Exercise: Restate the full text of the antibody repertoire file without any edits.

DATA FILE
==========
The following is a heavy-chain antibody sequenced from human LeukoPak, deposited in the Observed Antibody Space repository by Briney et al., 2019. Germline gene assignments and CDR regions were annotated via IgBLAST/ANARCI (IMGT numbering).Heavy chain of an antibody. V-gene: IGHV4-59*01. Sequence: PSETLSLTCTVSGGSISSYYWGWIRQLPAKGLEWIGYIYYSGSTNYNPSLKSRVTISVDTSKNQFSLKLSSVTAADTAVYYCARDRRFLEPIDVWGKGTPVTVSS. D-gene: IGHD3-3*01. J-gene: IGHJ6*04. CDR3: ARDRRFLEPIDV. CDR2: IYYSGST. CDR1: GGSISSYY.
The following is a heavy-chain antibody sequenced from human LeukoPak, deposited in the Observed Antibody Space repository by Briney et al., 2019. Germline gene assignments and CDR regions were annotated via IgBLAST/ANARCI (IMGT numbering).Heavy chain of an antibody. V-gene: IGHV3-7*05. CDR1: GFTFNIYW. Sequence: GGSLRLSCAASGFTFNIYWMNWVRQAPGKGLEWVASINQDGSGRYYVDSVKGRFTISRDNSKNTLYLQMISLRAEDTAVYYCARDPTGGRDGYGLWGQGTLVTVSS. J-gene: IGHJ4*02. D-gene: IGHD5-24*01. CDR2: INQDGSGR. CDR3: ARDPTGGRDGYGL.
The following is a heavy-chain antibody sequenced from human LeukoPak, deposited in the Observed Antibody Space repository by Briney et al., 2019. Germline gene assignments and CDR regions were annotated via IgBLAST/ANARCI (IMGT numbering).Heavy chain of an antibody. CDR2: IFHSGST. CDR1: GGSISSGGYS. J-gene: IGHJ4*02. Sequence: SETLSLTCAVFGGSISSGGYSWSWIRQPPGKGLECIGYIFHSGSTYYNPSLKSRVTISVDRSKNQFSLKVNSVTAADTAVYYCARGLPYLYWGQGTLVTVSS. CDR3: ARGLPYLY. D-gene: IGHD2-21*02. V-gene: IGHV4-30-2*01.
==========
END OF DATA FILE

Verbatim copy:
The following is a heavy-chain antibody sequenced from human LeukoPak, deposited in the Observed Antibody Space repository by Briney et al., 2019. Germline gene assignments and CDR regions were annotated via IgBLAST/ANARCI (IMGT numbering).Heavy chain of an antibody. V-gene: IGHV4-59*01. Sequence: PSETLSLTCTVSGGSISSYYWGWIRQLPAKGLEWIGYIYYSGSTNYNPSLKSRVTISVDTSKNQFSLKLSSVTAADTAVYYCARDRRFLEPIDVWGKGTPVTVSS. D-gene: IGHD3-3*01. J-gene: IGHJ6*04. CDR3: ARDRRFLEPIDV. CDR2: IYYSGST. CDR1: GGSISSYY.
The following is a heavy-chain antibody sequenced from human LeukoPak, deposited in the Observed Antibody Space repository by Briney et al., 2019. Germline gene assignments and CDR regions were annotated via IgBLAST/ANARCI (IMGT numbering).Heavy chain of an antibody. V-gene: IGHV3-7*05. CDR1: GFTFNIYW. Sequence: GGSLRLSCAASGFTFNIYWMNWVRQAPGKGLEWVASINQDGSGRYYVDSVKGRFTISRDNSKNTLYLQMISLRAEDTAVYYCARDPTGGRDGYGLWGQGTLVTVSS. J-gene: IGHJ4*02. D-gene: IGHD5-24*01. CDR2: INQDGSGR. CDR3: ARDPTGGRDGYGL.
The following is a heavy-chain antibody sequenced from human LeukoPak, deposited in the Observed Antibody Space repository by Briney et al., 2019. Germline gene assignments and CDR regions were annotated via IgBLAST/ANARCI (IMGT numbering).Heavy chain of an antibody. CDR2: IFHSGST. CDR1: GGSISSGGYS. J-gene: IGHJ4*02. Sequence: SETLSLTCAVFGGSISSGGYSWSWIRQPPGKGLECIGYIFHSGSTYYNPSLKSRVTISVDRSKNQFSLKVNSVTAADTAVYYCARGLPYLYWGQGTLVTVSS. CDR3: ARGLPYLY. D-gene: IGHD2-21*02. V-gene: IGHV4-30-2*01.